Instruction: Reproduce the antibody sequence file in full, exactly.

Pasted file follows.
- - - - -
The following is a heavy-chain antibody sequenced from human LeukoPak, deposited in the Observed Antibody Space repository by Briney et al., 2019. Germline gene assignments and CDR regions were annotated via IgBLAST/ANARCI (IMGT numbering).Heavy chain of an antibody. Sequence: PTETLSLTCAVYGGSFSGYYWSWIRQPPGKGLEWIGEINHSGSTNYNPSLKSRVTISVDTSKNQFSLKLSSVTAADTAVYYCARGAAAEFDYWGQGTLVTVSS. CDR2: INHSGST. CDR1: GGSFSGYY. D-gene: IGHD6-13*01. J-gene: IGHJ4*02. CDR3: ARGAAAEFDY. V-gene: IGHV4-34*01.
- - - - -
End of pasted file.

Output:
The following is a heavy-chain antibody sequenced from human LeukoPak, deposited in the Observed Antibody Space repository by Briney et al., 2019. Germline gene assignments and CDR regions were annotated via IgBLAST/ANARCI (IMGT numbering).Heavy chain of an antibody. Sequence: PTETLSLTCAVYGGSFSGYYWSWIRQPPGKGLEWIGEINHSGSTNYNPSLKSRVTISVDTSKNQFSLKLSSVTAADTAVYYCARGAAAEFDYWGQGTLVTVSS. CDR2: INHSGST. CDR1: GGSFSGYY. D-gene: IGHD6-13*01. J-gene: IGHJ4*02. CDR3: ARGAAAEFDY. V-gene: IGHV4-34*01.